Tuberculosis (TB) is a contagious disease that has caused many problems for developing countries. Poverty, immigration and the rapid spread of acquired immunodeficiency syndrome (AIDS) have significantly reduced the effectiveness of controlling the disease . Das and Horton (2010) reported that globally, 2 million TB patients die every year . About 20%–25% of AIDS patients are infected with TB (pulmonary and extra-pulmonary TB infections), so TB is perhaps the most important opportunistic disease associated with AIDS . Therefore control of TB is complicated. Moreover, there are increasing risks of infection by multiple drug resistance-tuberculosis (MDR-TB) strains, resistant to at least two first line medication drugs. Nowadays, antituberculosis drugs are divided into two groups; those used for first and second line medication. The first line medication drugs such as isoniazid, rifampicin, pyrazinamide, ethambutol, streptomycin have high efficacy. The second line medication drugs are ethionamide, cycloserine, para-amino-salicylic acid (PAS), capreomycin, and fluoroquinolones, generally with a lower efficacy, and some have debilitating side effects and are expensive but can be useful in cases of MDR-TB patients . Although the first line medication drugs have high efficacy, long-term treatment (at least six months) can result in liver and renal toxicity. However, non-adherence can result in accelerating the production of drug resistant TB especially MDR-TB. Adequate management of MDR-TB is crucial not only for recovery of the individual but also to prevent the acquisition of more resistant mutations, and the spread of these drug-resistant strains between individuals. Extensive drug-resistant TB (XDR-TB) is defined as an MDR-TB with resistance to a fluoroquinolone or at least one second-line injectable agent (amikacin, kanamycin and/or capreomycin). XDR-TB is associated with a high mortality rate, especially among AIDS patients. This is why second line medication drugs have been introduced and the treatment is of longer duration [4,5,6].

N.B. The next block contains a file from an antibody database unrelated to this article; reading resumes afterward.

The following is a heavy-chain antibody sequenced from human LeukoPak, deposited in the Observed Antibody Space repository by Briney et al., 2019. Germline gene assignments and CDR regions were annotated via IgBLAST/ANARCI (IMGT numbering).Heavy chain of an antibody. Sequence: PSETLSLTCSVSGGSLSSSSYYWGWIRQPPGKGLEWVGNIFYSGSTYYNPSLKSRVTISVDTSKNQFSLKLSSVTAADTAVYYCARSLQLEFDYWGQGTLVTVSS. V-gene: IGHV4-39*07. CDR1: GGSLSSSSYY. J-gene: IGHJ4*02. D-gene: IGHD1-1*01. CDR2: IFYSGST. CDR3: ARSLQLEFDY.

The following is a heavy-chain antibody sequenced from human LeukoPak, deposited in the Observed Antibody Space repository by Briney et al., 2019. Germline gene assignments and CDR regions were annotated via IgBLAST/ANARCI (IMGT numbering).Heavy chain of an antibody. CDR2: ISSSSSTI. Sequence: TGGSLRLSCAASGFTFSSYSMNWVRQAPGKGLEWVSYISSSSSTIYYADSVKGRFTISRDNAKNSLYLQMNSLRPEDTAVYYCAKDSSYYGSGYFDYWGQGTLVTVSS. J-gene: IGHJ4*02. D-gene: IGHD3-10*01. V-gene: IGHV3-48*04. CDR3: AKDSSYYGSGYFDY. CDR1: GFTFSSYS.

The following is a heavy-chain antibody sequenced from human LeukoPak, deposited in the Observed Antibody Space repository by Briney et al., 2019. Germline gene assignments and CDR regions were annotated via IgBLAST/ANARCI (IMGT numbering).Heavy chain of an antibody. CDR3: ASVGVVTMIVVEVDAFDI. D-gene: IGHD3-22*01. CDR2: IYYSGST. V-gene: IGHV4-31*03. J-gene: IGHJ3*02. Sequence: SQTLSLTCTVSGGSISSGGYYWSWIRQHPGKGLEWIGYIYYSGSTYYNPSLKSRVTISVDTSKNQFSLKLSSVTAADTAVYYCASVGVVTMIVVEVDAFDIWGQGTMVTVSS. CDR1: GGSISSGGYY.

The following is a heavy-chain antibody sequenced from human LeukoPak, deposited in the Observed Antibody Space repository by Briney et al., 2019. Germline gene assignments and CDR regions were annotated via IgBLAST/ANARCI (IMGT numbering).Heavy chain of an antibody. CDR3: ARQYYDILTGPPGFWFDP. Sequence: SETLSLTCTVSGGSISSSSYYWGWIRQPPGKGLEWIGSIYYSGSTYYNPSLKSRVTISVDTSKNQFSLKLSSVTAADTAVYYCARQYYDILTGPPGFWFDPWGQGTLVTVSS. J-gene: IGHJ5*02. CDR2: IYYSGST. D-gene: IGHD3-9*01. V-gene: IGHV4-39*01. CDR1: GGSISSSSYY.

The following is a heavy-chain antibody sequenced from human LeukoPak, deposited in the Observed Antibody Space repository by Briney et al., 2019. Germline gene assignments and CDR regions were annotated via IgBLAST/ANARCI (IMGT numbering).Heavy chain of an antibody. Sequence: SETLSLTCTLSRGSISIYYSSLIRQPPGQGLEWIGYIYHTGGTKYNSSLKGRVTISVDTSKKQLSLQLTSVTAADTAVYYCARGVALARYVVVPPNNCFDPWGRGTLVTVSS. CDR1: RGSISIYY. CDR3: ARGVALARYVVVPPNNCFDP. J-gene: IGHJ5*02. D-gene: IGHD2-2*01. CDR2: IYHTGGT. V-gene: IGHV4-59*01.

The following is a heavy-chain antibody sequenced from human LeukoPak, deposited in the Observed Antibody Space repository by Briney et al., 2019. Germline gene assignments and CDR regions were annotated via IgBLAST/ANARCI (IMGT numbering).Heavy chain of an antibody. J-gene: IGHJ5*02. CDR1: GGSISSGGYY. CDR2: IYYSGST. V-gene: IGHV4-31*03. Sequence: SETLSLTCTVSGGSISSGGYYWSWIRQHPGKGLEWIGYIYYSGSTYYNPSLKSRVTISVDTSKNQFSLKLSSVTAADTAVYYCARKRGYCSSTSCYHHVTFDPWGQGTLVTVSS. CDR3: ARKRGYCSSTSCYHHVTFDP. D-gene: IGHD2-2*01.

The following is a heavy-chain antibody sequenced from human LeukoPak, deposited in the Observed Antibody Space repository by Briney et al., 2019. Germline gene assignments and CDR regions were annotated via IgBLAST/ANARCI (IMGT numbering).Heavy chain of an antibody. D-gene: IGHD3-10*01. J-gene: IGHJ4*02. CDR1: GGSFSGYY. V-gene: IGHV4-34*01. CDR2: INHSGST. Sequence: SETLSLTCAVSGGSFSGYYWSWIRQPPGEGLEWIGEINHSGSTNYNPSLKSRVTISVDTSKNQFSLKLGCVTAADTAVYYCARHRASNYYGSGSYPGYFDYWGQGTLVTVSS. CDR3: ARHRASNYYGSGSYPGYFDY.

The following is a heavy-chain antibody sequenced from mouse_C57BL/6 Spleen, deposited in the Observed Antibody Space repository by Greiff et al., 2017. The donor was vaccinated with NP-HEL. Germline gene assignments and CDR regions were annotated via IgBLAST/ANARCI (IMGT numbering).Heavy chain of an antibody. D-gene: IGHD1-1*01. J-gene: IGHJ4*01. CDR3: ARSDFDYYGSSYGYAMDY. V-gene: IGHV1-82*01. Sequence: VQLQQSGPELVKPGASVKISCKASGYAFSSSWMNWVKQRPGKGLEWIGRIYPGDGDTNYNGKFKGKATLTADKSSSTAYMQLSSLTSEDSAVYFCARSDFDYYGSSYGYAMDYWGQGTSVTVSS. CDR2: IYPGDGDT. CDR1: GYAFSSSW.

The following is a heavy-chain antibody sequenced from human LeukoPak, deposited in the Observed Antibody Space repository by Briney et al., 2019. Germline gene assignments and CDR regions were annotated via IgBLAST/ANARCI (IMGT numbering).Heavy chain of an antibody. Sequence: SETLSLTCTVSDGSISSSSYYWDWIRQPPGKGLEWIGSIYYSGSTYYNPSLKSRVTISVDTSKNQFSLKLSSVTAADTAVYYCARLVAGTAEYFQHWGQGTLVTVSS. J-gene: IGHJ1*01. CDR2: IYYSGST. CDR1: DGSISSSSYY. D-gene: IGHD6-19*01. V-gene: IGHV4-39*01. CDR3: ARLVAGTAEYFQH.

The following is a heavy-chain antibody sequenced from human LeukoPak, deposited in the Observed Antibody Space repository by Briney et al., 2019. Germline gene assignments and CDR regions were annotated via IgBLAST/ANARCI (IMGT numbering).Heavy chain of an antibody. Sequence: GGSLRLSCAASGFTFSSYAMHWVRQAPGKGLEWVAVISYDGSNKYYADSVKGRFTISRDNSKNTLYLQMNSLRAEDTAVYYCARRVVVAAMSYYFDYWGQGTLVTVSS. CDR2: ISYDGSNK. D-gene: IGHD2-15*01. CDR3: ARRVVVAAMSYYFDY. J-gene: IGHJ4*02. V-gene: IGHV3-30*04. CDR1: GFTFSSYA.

Levofloxacin (LEV) is a new-generation fluoroquinolone antibiotic. The in vitro and in vivo activities of LEV against Mycobacterium tuberculosis are two to three-fold greater than for ofloxacin . LEV has a minimum inhibitory concentration (MIC) of 1 µg/L against M. tuberculosis, while the MIC of ofloxacin and ciprofloxacin was 2 and 4 µg/L [8,9].
An LEV inhalation solution (MP-376, Mpex Pharmaceuticals) is a novel formulation for LEV that is currently being evaluated in clinical trials. MP-376 was developed for the management of cystic fibrosis (CF) patients with chronic respiratory infections due to Pseudomonas aeruginosa [10,11,12]. Following administration of MP-376 by nebulizer, high LEV concentrations were achieved in the sputum of CF patients, resulting in a high bactericidal activity . Nebulizers are used mostly only in hospitals for management of chronic disease because they are inconvenient to use. Administration requires a long period of time (0.5–1 h) and the dose delivery is unpredictable. Dry powder inhalers containing a solid drug suspended in a dry powder mix that is fluidized when the patient inhales are portable forms that deliver more predictable doses with ease .